Photo: The candidates at a Q&A in Stittsville on Sunday. From left: Jean-Serge Brisson (Libertarian), Mark Dickson (independent), Goldie Ghamari (Progressive Conservative), Courtney Potter (NDP), Jay Tysick (Ontario Party) and Theresa Qadri (Liberal). Most photos by Barry Gray.
Liberal candidate for Carleton, Theresa Qadri and Tory Goldie Ghamari, took the lion’s share of questions at a recent all candidates meeting, despite there being six people at the table vying for a seat at Queen’s Park.
Residents packed the pews at the Stittsville United Church on May 20 during a question-and-answer session hosted by the Stittsville Village Community Association. Questions were raised about the standard topics, healthcare, education, but there were also some pointed questions about the Progressive Conservative leader’s history and the Liberal record.
“Rob Ford made Toronto a laughing stock,” said one speaker named Adrienne Charlton, who’s affiliated with Qadri’s campaign, adding the PC leader Ford is a “known drug dealer” and asked Ghamari how she thought he’d be able lead Ontario.
Ghamari said one of the most important tenets of the legal system in this country is innocent until proven guilty. She blamed the Liberals for the “unsubstantiated claims.”
“It’s all they have because they can’t stand on their record and they’re afraid of the blue wave that’s coming,” she said.
Qadri, a real estate agent and Food Bank volunteer who happens to be married to Stittsville Coun. Shad Qadri, took aim at the PCs in turn.
“At least we’re not selling off the Greenbelt or cutting down trees,” she said.
The panel of candidates included: Jean-Serge Brisson, representing the Libertarians, Jay Tysick, leader of the newly-formed Ontario Party, Mark Dickson, who is running independently, and Courtney Potter for the New Democrats – along with Qadri and Ghamari.
The riding of Carleton is new for the 2018 election and was changed to realign with the federal ridings that were altered in 2015. It includes parts of Nepean-Carleton, Carleton-Mississippi Mills and parts of Ottawa South.
For the Conservatives, the race in Carleton has been marred with some controversy, since many party insiders took issue with the nomination of Ghamari.
Tysick formed the Ontario Alliance after being ousted from the nomination process in Carleton in November 2017. It was something he said happened to far too many candidates.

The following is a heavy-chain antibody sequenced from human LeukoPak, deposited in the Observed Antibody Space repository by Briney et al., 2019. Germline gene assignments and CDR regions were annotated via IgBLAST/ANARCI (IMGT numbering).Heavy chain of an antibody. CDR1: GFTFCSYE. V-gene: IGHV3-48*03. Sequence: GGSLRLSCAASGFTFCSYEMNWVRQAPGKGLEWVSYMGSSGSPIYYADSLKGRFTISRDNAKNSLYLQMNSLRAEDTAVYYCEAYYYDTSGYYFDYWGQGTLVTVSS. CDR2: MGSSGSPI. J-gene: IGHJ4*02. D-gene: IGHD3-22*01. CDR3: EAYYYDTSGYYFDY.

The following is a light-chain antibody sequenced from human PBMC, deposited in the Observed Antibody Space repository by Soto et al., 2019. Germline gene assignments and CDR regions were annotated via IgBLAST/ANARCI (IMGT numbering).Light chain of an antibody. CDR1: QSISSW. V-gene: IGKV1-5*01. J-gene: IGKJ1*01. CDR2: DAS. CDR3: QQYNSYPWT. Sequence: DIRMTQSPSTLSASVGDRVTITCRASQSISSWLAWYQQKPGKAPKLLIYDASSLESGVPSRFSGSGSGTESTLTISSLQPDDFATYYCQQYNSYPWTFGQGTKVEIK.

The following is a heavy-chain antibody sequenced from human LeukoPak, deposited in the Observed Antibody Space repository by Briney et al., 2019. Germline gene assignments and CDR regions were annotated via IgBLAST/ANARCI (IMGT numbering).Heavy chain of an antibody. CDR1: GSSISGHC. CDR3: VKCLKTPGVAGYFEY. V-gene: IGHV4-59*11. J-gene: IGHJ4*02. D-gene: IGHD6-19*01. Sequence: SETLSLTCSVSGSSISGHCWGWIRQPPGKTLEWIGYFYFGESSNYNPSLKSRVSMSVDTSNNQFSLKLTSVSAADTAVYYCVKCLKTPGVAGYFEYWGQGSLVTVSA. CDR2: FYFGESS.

Tysick spent some time working in China and he’s seen first hand what a obtrusive government can do.
“Are we more afraid of change? Or what’s coming if we don’t do something,” he said.
Dickson said even though he’s a card carrying Conservative, he hoped to split that vote. Dickson is from the area but also didn’t get the Conservative nomination. He said running as an independent, he’d be better able to represent his constituents since he didn’t have to tow a party line.
Dickson also pledged to give 25 per cent of his salary as an MPP back to his riding in the form of a blind trust, which residents could decide how to spend.
The base salary of an MPP is more than $160,000 annually.
A few residents posed questions about plan for long-term care in the province.
Potter said her party is committed to the standard of four hours of care per resident – something frontline health care workers have been calling for. Their platform also calls for a bill that would prevent spouses from being separated.
Ghamari said it’s not that health care is being underfunded, it’s just that the dollars aren’t going to the right places.
The PCs have pledged to build more long-term care homes.
The Liberals have pledged 5,000 new long-term care beds would be created by 2022 and over 30,000 over the next decade.
“When you invest in others and give them the help they need everyone benefits,” Qadri said.
Correction: The Libertarian candidate’s name is Jean-Serge Brisson, not Jean Serge-Brisson.